HARTNOLL R (1982) Growth. In: Bliss D (ed) The biology of crustácea 2: 111-197. Academic Press, London, United Kingdom. [ Links ]
GURNEY R (1942) Larvae of decapod crustácea. The Ray Society of London Publisher, London, United Kingdom. 306 pp. [ Links ]
KNOWLTON R (1974) Larval development processes and controlling factors in decapoda Crustácea, with emphasis on Caridea. Thalassia Jugoslavica 10: 139-158. [ Links ]
KOMAI T & T MIZUSHIMA (1993) Advanced larval development of Pandalopsis japónica Balss, 1914 (Decapoda, Caridea, Pandalidae) reared in the laboratory. Crustaceana 64: 24-39. [ Links ]
MAHIARA Y (2002) Larval stages of the Rhynchocinetid shrimp, Rhynchocinetes uritani Kubo, 1942 (Decapoda, Caridea, Rhynchocinetidae). Scientific Report of Museum of Tokai University 4: 59-11. [ Links ]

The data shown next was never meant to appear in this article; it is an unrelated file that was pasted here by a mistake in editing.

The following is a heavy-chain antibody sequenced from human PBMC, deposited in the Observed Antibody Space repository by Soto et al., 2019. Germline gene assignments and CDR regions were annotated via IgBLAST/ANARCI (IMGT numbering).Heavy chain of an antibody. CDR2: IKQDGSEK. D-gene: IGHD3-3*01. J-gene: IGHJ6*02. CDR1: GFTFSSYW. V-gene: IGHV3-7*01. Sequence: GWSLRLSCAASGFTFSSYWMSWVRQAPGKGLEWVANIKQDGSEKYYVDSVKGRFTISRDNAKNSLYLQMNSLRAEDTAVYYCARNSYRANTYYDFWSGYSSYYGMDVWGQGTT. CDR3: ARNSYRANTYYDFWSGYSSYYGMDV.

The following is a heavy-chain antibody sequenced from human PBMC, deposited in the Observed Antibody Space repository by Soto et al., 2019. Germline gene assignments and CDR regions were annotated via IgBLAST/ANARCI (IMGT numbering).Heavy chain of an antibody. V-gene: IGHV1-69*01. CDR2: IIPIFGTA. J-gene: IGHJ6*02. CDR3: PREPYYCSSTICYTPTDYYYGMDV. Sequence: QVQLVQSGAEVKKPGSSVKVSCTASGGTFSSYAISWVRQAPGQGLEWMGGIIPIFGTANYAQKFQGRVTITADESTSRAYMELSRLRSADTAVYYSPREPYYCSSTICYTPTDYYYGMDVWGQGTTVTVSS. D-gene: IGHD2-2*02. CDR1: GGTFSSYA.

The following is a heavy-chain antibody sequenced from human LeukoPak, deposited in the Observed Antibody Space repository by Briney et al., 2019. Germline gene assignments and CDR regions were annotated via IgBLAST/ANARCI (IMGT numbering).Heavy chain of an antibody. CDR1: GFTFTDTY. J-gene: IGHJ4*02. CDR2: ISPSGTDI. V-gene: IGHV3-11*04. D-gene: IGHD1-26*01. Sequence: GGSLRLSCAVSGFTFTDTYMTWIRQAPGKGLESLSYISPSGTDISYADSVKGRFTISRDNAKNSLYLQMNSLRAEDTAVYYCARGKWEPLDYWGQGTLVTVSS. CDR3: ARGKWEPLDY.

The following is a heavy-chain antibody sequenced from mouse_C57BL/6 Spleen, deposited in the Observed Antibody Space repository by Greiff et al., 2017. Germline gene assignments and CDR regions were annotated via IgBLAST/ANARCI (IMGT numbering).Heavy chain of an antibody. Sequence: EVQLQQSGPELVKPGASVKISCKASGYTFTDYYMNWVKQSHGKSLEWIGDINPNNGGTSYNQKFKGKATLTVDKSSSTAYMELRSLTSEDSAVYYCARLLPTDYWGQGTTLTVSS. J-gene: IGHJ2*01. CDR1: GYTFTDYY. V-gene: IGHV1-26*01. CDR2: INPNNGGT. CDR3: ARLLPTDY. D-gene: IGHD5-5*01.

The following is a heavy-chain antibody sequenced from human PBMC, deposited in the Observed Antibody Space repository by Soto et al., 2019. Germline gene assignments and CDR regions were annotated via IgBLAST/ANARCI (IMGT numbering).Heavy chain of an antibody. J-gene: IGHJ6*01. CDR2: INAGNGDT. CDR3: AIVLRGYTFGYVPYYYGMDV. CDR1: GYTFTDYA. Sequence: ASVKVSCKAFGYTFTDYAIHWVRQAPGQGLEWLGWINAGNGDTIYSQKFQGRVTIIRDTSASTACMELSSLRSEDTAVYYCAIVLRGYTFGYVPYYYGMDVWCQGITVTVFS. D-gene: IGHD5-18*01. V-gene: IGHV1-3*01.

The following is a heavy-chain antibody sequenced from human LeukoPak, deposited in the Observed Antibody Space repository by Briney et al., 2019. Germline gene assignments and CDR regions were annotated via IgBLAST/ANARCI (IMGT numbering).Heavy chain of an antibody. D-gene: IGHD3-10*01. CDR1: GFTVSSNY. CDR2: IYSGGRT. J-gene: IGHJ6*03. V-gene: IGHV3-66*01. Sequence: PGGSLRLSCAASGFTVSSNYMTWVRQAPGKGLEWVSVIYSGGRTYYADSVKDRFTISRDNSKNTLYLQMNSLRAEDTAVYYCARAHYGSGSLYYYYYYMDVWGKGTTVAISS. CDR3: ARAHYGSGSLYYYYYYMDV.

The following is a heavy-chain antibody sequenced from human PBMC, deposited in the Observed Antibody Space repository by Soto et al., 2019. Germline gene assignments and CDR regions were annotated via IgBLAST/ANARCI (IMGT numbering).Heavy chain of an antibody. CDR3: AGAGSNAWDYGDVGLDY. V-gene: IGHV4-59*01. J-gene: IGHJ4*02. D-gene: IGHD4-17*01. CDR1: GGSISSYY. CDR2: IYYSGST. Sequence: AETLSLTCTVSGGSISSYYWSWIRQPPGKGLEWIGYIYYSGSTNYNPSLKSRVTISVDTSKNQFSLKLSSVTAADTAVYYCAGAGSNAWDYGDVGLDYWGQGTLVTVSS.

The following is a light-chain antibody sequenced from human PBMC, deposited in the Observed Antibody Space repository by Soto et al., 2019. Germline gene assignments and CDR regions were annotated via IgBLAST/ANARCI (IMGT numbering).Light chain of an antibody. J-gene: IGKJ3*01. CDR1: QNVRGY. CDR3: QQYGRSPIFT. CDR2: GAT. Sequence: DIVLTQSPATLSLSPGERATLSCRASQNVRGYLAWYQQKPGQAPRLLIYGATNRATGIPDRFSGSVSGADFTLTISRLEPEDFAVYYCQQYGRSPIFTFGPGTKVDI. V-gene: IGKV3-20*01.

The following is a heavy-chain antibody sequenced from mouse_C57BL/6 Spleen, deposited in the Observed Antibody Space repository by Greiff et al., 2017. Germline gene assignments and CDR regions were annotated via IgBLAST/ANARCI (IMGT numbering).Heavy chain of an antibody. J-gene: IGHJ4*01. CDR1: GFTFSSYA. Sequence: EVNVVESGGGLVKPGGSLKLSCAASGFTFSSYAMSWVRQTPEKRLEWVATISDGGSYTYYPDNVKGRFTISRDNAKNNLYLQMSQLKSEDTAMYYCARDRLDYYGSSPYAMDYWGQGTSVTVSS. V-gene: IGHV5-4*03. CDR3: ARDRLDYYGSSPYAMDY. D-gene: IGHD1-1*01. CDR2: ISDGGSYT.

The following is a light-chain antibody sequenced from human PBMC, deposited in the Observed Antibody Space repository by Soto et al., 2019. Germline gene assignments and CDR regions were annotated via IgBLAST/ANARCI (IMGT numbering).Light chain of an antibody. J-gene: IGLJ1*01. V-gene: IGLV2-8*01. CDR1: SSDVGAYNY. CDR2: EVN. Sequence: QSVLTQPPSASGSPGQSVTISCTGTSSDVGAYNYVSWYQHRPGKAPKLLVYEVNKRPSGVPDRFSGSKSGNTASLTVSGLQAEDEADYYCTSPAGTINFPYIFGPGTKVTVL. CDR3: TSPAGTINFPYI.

MAHIARA Y & N KYOYA (2001a) Larval stages of the Rhynchocinetid shrip, Cinetorhynchus striatus (Nomura & Hayashi, 1992) reared in laboratory. Scientific Report of Museum of Tokai University 3: 43-62. [ Links ]
MAHIARA Y & N KYOYA (2001b) Larval stages of the Rhynchocinetid shrimp, Cinetorhynchus hendersoni (Kemp,1925)(Decapoda,Caridea, Rhynchocinetidae) reared in laboratory. Bulletin of Institute Oceanic Research and Development, Tokai University 22: 75-91. [ Links ]
MASCETTI P & I WEHRTMANN (1996) Aspects of the reproductive biology of Petrolisthes laevigatus (Guérin, 1835) (Decapoda, Anomura, Porcellanidae). Part III: Efects of starvation and different types of diet on larval development under laboratory conditions. Archive of Fishery and Marine Research 43: 159-170. [ Links ]
MIRANDA O & M KONG (1970) El camarón de mar en Antofagasta (Rhynchocinetes typus, Milne Edwards, 1837). Crustácea, Decapoda, Rhynchocinetidae. Biología Pesquera (Chile) 4: 41-63. [ Links ]
MOTOBA H & S SHOKITA (1998) Larval development of the Rhynchocinetid shrimp, Rhynchocinetes conspiciocellus Okuno & Takeda (Decapoda, Caridea, Rhynchocinetidae) reared under laboratory conditions. Crustácea Research 27: 40-69. [ Links ]